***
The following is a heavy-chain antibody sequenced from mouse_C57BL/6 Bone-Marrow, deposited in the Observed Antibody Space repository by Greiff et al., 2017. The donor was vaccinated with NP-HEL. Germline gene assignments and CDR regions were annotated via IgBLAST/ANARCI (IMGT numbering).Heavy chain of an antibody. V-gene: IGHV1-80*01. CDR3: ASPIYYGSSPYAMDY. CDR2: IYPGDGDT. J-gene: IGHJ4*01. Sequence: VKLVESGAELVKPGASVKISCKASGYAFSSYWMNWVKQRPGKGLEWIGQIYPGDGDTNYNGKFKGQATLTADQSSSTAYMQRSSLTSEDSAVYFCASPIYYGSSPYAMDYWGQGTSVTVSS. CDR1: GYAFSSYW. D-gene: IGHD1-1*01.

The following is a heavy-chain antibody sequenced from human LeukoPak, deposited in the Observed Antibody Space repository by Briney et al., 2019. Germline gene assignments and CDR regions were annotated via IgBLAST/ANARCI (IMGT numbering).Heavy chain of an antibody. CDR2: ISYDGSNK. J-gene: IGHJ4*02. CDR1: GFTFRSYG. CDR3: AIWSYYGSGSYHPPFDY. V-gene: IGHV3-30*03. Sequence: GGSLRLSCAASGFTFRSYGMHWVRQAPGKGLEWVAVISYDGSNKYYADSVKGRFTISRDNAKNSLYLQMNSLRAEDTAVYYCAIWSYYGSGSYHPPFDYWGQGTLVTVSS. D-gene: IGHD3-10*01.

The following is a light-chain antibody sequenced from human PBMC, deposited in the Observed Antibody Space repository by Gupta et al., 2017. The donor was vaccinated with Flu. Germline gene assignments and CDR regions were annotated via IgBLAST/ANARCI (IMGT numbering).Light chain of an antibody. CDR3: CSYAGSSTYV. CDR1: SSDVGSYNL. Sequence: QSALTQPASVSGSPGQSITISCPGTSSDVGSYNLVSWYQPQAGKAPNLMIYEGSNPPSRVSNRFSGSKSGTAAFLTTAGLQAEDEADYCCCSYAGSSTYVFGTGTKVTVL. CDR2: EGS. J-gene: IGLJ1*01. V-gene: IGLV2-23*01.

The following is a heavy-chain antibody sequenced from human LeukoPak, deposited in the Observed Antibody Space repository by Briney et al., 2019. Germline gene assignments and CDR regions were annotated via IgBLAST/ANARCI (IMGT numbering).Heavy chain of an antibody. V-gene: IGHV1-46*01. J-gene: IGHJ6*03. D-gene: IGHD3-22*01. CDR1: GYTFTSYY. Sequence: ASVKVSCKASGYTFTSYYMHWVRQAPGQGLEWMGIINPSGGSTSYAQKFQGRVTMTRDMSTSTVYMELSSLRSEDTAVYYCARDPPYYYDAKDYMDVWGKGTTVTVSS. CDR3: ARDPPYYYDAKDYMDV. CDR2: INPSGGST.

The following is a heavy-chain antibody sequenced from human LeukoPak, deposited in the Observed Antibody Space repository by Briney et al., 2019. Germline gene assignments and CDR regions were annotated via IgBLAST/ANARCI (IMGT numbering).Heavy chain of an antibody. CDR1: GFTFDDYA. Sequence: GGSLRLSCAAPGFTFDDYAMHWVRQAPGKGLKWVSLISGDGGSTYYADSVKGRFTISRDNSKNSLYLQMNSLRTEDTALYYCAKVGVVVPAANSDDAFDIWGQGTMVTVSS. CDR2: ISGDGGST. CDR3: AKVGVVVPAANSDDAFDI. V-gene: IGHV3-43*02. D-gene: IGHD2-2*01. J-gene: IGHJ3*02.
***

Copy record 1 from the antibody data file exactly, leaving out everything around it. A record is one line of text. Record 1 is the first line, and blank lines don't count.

The following is a heavy-chain antibody sequenced from mouse_C57BL/6 Bone-Marrow, deposited in the Observed Antibody Space repository by Greiff et al., 2017. The donor was vaccinated with NP-HEL. Germline gene assignments and CDR regions were annotated via IgBLAST/ANARCI (IMGT numbering).Heavy chain of an antibody. V-gene: IGHV1-80*01. CDR3: ASPIYYGSSPYAMDY. CDR2: IYPGDGDT. J-gene: IGHJ4*01. Sequence: VKLVESGAELVKPGASVKISCKASGYAFSSYWMNWVKQRPGKGLEWIGQIYPGDGDTNYNGKFKGQATLTADQSSSTAYMQRSSLTSEDSAVYFCASPIYYGSSPYAMDYWGQGTSVTVSS. CDR1: GYAFSSYW. D-gene: IGHD1-1*01.